As usual, one finds many answers to today’s problems in books. Here’s one from a 1970 book by John R. Rice, Some Serious, Popular False Doctrines Answered from the Scriptures, in which the Baptist evangelist comes to the defense of Protestant beliefs against what he calls “errors of Romanism.” Even though I do not believe what Pastor Rice defends in this book, nor do I believe what his opponents consider to be true, I nevertheless was struck by a paragraph he wrote in response to a letter from a Catholic priest.

“I should like to answer briefly some of the questions raised by your letter, and I do it, I trust, in the spirit of Christ. Our viewpoint is not the same, of course, and you do not see things just as I do; yet it is only fair to give you an honest, intelligent and kindly answer.” (p. 60)

What class, what grace, what dignity, what a Christly answer! If the rest of him reflected this way of being, then this is a man with whom I could have shared a table and a conversation. Neither one of us would have convinced the other of our belief system, but we surely could have come, sooner than later, to common ground, based on decency, equanimity, perhaps even generosity that could have led to compromise.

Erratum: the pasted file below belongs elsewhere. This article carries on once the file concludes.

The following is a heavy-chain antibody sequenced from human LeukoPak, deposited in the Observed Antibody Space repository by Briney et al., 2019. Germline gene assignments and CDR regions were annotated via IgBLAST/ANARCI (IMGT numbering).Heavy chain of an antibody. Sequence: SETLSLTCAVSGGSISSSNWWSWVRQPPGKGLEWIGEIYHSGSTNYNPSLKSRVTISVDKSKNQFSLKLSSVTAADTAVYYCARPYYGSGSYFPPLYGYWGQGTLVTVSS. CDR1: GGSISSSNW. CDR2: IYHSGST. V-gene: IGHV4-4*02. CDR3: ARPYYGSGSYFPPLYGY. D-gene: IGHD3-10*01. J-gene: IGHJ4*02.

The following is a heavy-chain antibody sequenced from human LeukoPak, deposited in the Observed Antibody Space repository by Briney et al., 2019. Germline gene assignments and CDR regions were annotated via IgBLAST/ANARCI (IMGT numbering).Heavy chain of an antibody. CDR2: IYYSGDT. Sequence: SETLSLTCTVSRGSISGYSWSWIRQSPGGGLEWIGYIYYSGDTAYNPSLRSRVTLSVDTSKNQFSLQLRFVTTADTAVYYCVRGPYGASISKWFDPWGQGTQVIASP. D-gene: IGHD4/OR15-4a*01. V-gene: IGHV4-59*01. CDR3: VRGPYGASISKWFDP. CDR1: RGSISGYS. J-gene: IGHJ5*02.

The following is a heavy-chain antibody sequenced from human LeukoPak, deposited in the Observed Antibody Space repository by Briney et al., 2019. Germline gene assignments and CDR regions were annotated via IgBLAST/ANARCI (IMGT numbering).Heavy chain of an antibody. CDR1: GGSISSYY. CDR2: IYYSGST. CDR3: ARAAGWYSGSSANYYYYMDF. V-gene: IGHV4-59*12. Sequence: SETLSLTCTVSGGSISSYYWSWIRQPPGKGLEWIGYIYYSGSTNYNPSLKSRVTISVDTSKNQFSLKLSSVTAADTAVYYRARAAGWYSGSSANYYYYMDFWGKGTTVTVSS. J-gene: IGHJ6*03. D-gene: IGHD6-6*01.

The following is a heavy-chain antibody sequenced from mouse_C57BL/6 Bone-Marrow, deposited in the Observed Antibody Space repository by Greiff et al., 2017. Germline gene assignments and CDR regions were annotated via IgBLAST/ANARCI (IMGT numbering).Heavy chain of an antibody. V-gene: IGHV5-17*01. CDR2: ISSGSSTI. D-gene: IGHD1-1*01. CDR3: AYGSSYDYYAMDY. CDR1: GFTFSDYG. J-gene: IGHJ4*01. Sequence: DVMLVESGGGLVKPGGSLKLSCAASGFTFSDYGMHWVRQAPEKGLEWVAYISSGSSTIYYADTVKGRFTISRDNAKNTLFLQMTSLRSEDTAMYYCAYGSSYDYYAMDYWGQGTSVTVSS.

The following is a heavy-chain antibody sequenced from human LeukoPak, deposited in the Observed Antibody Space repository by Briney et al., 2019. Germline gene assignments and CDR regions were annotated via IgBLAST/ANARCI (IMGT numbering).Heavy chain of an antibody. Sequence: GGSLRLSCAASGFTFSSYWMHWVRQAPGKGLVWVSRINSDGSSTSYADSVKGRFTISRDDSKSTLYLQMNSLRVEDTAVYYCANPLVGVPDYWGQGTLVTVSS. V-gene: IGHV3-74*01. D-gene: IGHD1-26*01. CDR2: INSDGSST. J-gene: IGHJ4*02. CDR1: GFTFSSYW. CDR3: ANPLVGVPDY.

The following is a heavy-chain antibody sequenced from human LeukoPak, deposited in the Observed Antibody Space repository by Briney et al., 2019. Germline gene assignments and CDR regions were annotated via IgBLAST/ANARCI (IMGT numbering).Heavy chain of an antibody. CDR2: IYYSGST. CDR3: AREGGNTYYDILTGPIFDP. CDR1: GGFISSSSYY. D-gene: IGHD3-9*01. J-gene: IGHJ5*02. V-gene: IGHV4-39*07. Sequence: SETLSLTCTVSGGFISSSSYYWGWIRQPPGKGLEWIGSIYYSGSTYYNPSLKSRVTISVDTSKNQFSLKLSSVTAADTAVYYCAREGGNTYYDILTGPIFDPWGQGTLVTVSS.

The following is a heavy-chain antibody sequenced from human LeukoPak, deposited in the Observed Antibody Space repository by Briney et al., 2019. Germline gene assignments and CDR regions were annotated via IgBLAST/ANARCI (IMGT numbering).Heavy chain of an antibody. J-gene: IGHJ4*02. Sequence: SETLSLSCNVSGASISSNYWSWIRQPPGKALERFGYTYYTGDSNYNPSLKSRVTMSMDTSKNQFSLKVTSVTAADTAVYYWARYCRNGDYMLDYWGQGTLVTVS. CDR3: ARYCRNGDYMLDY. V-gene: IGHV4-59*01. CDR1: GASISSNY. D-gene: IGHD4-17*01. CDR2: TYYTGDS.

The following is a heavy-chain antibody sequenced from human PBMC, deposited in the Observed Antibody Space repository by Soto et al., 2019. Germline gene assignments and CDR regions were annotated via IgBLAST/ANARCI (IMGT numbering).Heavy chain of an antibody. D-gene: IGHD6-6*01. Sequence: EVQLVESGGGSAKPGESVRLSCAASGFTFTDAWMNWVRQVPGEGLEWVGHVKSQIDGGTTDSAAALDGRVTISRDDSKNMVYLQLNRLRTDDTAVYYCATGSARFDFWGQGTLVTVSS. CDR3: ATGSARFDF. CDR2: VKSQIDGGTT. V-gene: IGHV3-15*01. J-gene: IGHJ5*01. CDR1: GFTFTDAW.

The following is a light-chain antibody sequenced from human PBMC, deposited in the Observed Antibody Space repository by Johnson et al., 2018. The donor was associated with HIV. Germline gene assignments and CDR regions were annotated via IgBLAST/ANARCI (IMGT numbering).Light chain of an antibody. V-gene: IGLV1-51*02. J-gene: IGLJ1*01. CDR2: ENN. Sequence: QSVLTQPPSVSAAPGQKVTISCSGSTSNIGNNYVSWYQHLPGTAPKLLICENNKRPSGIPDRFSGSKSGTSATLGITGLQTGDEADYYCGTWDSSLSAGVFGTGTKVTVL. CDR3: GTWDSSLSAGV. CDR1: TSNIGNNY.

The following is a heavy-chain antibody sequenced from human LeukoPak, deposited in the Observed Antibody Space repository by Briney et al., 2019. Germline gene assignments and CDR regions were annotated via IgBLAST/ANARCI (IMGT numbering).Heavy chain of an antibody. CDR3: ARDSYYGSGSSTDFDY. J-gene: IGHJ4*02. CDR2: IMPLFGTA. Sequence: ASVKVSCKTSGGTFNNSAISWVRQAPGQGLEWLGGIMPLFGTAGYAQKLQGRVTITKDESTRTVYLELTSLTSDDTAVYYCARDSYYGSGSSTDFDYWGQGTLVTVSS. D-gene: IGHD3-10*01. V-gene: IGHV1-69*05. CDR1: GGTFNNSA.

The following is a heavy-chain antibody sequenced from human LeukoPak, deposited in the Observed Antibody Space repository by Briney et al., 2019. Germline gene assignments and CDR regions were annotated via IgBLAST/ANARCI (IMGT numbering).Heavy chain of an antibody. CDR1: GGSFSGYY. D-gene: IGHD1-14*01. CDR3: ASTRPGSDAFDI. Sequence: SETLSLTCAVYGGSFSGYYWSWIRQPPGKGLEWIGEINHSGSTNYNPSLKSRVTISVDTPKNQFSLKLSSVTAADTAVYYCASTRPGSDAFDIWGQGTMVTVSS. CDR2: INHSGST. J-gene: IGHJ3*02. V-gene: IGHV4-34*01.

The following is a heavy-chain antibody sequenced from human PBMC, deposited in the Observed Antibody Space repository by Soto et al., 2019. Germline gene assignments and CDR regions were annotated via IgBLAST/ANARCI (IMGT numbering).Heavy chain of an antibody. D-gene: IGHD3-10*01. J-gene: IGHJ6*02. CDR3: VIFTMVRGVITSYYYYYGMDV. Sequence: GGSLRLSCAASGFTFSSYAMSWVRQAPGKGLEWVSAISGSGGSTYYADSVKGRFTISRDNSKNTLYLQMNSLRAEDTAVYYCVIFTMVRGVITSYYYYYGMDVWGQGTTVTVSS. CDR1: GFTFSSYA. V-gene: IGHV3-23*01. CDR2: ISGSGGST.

Intolerance, antagonism and contempt are surely not getting us anywhere.


About the author

Roy Luna: Roy Luna is a retired French professor who dabbles in the arts, tinkers with music, reads heavily in fiction and history, but does not neglect biographies or science. His main efforts these days are devoted to writing a trilogy of novels based on events occurring during the years between the death of Voltaire (1778) and the French Revolution (1789-94), years rich in both enlightened human progress and dark, evil terror. Three times a week he volunteers at Dunbar Old Books, making sure orphaned books find their way to other readers. His library at home may have surpassed the 10,000 mark, and he valiantly tries to read them all… The one important thing to retain about Roy is his horror at the sins, the injustice, the atrocities, the crimes against humanity that are perpetrated and justified in the name of religion. Any belief system that condones such savagery has discarded its humanity, abandoned its compassion, and forsaken its principles of empathy, tolerance and love of one’s neighbor.